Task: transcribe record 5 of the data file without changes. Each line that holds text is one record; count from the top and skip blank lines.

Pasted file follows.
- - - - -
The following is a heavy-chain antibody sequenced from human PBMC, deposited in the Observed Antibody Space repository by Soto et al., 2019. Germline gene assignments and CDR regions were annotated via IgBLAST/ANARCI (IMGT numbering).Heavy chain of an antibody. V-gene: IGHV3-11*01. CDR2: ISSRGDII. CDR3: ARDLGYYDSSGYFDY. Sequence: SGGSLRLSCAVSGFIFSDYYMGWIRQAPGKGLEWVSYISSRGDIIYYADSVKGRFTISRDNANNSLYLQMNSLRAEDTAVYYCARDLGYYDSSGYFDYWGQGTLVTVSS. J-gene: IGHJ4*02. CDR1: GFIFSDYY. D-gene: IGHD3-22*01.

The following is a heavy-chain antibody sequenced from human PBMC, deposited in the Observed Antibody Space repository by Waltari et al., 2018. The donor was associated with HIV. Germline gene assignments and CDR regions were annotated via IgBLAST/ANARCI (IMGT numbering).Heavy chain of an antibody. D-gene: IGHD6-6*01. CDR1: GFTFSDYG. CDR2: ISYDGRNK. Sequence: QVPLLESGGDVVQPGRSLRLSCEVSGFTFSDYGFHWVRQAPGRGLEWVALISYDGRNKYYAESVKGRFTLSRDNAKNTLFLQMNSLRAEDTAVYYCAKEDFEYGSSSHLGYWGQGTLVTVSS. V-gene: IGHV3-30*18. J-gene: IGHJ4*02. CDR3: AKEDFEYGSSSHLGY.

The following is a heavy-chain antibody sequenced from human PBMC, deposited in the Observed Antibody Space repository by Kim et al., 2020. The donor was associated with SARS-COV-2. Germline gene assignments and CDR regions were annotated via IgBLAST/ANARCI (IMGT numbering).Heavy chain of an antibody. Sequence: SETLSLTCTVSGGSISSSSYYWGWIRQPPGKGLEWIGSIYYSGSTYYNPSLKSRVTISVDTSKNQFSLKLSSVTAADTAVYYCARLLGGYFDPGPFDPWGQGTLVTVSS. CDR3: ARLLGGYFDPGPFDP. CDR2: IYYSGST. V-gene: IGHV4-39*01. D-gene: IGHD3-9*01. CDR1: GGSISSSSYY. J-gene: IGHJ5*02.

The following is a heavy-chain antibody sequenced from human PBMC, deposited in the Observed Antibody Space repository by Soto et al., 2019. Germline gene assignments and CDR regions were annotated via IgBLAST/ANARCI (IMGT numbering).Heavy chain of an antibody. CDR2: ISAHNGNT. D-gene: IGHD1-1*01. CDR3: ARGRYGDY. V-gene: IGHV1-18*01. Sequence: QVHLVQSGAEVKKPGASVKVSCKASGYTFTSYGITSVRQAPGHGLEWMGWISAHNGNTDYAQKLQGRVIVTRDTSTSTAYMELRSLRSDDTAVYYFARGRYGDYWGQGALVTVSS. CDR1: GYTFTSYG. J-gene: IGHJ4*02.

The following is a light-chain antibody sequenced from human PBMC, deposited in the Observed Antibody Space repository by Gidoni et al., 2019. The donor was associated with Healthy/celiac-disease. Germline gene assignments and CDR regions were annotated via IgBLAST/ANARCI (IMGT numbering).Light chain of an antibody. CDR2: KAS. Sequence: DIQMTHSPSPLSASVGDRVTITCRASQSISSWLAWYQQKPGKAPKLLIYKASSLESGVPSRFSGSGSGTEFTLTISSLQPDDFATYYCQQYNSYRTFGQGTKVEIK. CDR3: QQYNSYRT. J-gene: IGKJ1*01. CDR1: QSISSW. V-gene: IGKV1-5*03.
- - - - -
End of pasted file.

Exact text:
The following is a light-chain antibody sequenced from human PBMC, deposited in the Observed Antibody Space repository by Gidoni et al., 2019. The donor was associated with Healthy/celiac-disease. Germline gene assignments and CDR regions were annotated via IgBLAST/ANARCI (IMGT numbering).Light chain of an antibody. CDR2: KAS. Sequence: DIQMTHSPSPLSASVGDRVTITCRASQSISSWLAWYQQKPGKAPKLLIYKASSLESGVPSRFSGSGSGTEFTLTISSLQPDDFATYYCQQYNSYRTFGQGTKVEIK. CDR3: QQYNSYRT. J-gene: IGKJ1*01. CDR1: QSISSW. V-gene: IGKV1-5*03.